Pip and Pop (Nicole Andrijevic and Tanya Schulz) ‘I love it that you love what I love’, duetto, opening night, Queen’s Theatre, 2010, mixed media, variable dimensions. Photo: Teri Hoskin.

'duetto' closed literally, expansively with a duet, 'the universe as mirror'. On the night of the partial lunar eclipse, self-contained at opposite ends of the vaulted central hall of the Queen's Theatre, two players (Domenico de Clario and Stephen Whittington, director of the Electronic Music Unit, Elder Conservatorium) accompanied the rising, full moon (from precisely 5.10 until 9.31pm) as it journeyed towards its apogee, that point in its orbit most distant from the earth. Mulled wine, bread and cheese and a certain quiet, distanced introspection attended, after a day of articulation, both formal and informal, following Jude Walton and Aleks Danko as they presented a series of spoken word poems at various sites around the Adelaide Botanic Gardens, ending in conversation with Linda Marie Walker at the Theatre. Artists, audience and facilitators each kept their own company during this final performance, still within the spacious improvised soundscape, bodies warmed together, dispersed, progressively peeling (silent, opened) to the evening.

'duetto' was a multi-venue project played out within and between two, 'duo’ installation venues: the clean white spaces of the aeaf and the vast, dank halls of the old Queen’s Theatre. There were related events - a staged game that simultaneously deconstructed and celebrated the beauty of soccer, and an engrossing – formally, aesthetically, emotionally exhilarating – afternoon screening of 'the room of chromatic mystery' sampled from Corinne and Arthur Cantrill’s fifty year collaboration in experimental film (announced by the curator as the inspirational heart of the project). 'duetto', rich and complex, addressed the struggle: the productive, sometimes intoxicating, sometimes uncomfortable tension, the generative ‘alchemy’ that attends the definition of ‘creative identity, within the sometime inhibiting parameters of shared engagement in a life’. I saw the aeaf installation first. The screening wall bore a small work: two used toothbrushes bristle to bristle, metaphorically evoking the heady claustrophobia of coupling and metonymically suggesting both the durational intimacy of Alfredo and Isabel Aquilizan’s domestic life and their wider, socially engaged practice. Online, the media release shows their 1999 work in which used toothbrushes covered the floor of the Asian Art Museum, in Fukuoka, a wooden pathway allowing a bird’s-eye perspective. The indexical nature of the Aquilizan’s contribution, its evidential trace of implied community is iconic. Each of 'duetto’s' invited works offered a suggestive opening to its generational context.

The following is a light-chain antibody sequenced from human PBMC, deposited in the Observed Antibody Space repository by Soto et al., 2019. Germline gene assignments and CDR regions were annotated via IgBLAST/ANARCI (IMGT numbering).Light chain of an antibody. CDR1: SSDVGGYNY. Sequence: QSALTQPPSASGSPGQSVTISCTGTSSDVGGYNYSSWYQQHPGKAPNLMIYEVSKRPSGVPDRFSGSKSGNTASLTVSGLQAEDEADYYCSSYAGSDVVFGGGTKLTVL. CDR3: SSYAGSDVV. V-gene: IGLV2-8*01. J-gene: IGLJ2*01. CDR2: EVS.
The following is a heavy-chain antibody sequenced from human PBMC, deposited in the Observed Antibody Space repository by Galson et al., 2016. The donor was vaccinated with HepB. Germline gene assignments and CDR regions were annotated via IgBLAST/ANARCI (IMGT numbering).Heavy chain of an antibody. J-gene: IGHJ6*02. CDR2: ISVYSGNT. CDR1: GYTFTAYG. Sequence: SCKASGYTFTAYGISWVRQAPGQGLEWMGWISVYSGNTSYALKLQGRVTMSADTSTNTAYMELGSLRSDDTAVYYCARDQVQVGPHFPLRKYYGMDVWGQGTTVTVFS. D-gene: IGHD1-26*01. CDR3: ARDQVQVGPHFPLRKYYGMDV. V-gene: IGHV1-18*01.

In both venues I was lost (compelled, engrossed, touched and provoked by turn) in the particularity and poetry of each contribution: way too many to mention. Fragments persist in my memory – pip and pop’s ‘paradisiacal’ sugar installation sprawls, its accumulation a jointly constructed, short-lived and lovely memorial to the transformative possibility of play, the joys of self loss, of imaginative experiential merger between self and world, between artists, between viewer and work. A shared sense of transformation in the ‘third’ space of reciprocity – kindness – was also poetically evoked in Gregory Burgess and Pip Stokes’ beeswax works. The play enacted in the work of mother/daughter pair, Elizabeth Presa and Anastasia Klose, is darker, vacillating evocatively between the simple ‘silly’ fun of a shared, recorded journey and the generational asymmetry of the experience: the shifts between a bored daughter’s perseverance and her responsive laughter imbuing the recording with a perceptible sense of ‘melancholy and anxiety’. The twinned monitors tracking partners Janine Antoni and Paul Ramirez Jones, one stepping into the other’s footprints, share a tonal, rhythmic physical/emotional recognition of merger with the work of twins Gabriella and Silvano Mangano: mesmerising syncopations of mirrored movements underscored by gentle, yet insistently compulsive percussive notes as interruption, as undertone.

Other collaborations, proffering note-taking and documentation over/against outcome, varied widely, wildly in tone: from the serene grace of Angela and Hossein Valamanesh’s working drawings and models, to Janet Burchill and Jennifer McCamley’s exercises in identification and immolation. Tony Birch with Tom Nicholson showed a framed mid-city performance still and text 'The Ngamajet', a lyrical pairing calling upon a felt affinity, experienced in the red tones of the setting sun touched upon by a shared recognition of Indigenous sovereignty. Alex Rizkalla and Julie Davies also showed a paired set of glass-fronted boxes each containing exquisitely crafted wooden objects – props and prostheses – each strange, spare screen of ‘canes’ foregrounding and echoing the vertical thrust of its forested, photographic backdrop (a miniaturised figure just visible, immersed, mid-ground in one image). 'Satoyama' was made during a residency in the mountainous rice-growing region of Niigata in Japan. Suspended entranced at the threshold of another’s world, I feel my own separation mirrored and amplified by the adjacent video loop which endlessly repeats the landscape point of view, shot from behind the shielding window of a fast moving train.